Cutting costs and simplifying its product and service offerings is critical for B of A to maintain or grow its operating margin. For example, as of Q1 2016 it had reduced the number of home loan products from 136 to just 39, and checking accounts from 22 types to just three. After completing a reorganization in 2014 that cut $8 billion in expenses annually, B of A shaved more than $19 billion off in costs between 2011 and 2015.
8. Long-term debt decline
Long-term debt is a drag that can keep a business's valuation from achieving its full potential. Thankfully, Bank of America has reduced its long-term debt from $523 billion by the end of 2009 to $233 billion as of the end of Q1 2016. This could even give B of A enough breathing room to consider growing inorganically.
9. Share repurchase program
One thing Bank of America and its board do believe in is rewarding long-term shareholders. Last year, Bank of America's board authorized a $4 billion share repurchase agreement. Just last month it authorized adding another $800 million to that total. Buying back shares can reduce the number of shares outstanding, boosting EPS and making a company's stock look more attractive in the process.
10. Payout ratio
Bank of America's dividend yield may not be much to look at right now (1.3% yield), but its payout ratio of just 15% (based on Wall Street's 2016 full-year EPS consensus) suggests that dividend expansion is likely in the future.
11. Litigation a distant memory
Since the housing bubble burst, and through the midpoint of 2014, Bank of America forked over $61.2 billion in settlement feels to the Justice Department according to The Huffington Post. This accounted for practically half of the $128 billion in total settlement collected by the Justice Department between 2009 and mid-2014. Today litigation expenses are nearly gone, meaning investors are getting a much clearer view of B of A's profit potential.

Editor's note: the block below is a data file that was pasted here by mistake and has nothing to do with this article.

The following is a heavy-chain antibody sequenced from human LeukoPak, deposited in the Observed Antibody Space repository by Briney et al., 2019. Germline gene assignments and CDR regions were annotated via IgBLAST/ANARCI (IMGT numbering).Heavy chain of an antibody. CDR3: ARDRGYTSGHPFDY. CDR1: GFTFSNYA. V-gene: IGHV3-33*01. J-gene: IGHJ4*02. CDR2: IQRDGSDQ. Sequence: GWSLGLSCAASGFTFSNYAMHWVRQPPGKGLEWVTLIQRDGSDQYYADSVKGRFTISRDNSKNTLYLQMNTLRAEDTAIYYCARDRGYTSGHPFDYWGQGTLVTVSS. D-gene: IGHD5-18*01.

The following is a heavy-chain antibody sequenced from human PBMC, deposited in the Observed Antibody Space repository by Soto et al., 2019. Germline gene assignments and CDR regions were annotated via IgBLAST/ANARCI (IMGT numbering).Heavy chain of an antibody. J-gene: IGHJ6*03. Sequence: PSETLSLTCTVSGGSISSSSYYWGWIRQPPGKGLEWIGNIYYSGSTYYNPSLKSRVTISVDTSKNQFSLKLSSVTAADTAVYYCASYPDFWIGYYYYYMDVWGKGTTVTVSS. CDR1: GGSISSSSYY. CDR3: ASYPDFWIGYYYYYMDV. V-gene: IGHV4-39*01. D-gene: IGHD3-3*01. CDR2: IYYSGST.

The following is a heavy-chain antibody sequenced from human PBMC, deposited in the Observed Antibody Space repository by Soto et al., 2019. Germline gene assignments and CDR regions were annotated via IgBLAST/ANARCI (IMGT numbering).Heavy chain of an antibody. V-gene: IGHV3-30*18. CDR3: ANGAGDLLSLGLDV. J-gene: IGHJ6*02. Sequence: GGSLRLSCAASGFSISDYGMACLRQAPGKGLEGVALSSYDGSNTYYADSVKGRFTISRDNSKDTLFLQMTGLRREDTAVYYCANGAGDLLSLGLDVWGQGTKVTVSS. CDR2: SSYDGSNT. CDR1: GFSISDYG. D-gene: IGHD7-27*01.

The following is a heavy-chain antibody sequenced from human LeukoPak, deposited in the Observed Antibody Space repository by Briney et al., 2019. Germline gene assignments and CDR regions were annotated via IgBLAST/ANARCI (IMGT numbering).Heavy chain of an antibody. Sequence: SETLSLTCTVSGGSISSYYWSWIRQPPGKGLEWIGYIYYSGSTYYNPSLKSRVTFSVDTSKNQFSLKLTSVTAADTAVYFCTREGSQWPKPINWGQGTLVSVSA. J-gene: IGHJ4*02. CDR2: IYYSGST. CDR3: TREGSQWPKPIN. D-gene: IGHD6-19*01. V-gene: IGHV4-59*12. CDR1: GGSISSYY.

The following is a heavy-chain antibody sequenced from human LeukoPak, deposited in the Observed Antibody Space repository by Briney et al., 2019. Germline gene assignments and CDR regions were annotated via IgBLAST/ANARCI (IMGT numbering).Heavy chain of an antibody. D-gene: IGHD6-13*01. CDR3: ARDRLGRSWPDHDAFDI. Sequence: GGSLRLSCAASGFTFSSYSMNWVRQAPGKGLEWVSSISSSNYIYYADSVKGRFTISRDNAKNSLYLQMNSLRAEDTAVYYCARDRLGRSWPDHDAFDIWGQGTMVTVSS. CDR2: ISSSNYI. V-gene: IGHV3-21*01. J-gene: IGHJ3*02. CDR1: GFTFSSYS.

12. Management tenure
Great companies don't always have great managers, but it's a bonus in this case that Bank of America's leaders tend to stick around for a while. Since 2001 we've only seen two CEOs at the helm, with current CEO Brian Moynihan manning the reins since Ken Lewis stepped down in 2010. Having continuity at the top often means a business's long-term growth strategy stays on track.
13. Product and service innovation
Just because B of A has simplified its products and services doesn't mean it's stopped innovating. It's catering to millennials with fingerprint and touch ID sign-in capabilities for select Android and iOS users of its banking app, and it's been courting enterprise clients with the introduction of its Bank of America Merrill Lynch Lockbox service in October for the digitization and processing and paper payments. Innovations like these (and many more) can help set B of A apart from its peers.
14. Institutional ownership
Although I'd never advocate blindly following money managers into a stock, you should know that 63% of Bank of America's shares are being held by institutional investors (more than 1,500 funds and institutions). This means quite a few perceived-to-be smart money managers believe Bank of America will be worth more in the future than it is now.
Finally, Bank of America looks to be priced very attractively. On traditional fundamental metrics, it's trading at around nine times forward earnings and with a reasonable Price/Earnings to Growth ratio of around 1.5. More important, it's trading below its tangible book value ($16.17) as of the end of the first quarter. Most banks typically trade closer to 1.5-to-2 times their tangible book value to be deemed "fairly valued."
I'm already a four-year-plus owner of Bank of America stock and I simply see no reason to sell. What point stands out most to you? Share it in the comments below.
Sean Williams owns shares of Bank of America, but has no material interest in any other companies mentioned in this article. You can follow him on CAPS under the screen name TMFUltraLong, track every pick he makes under the screen name TrackUltraLong, and check him out on Twitter, where he goes by the handle @TMFUltraLong.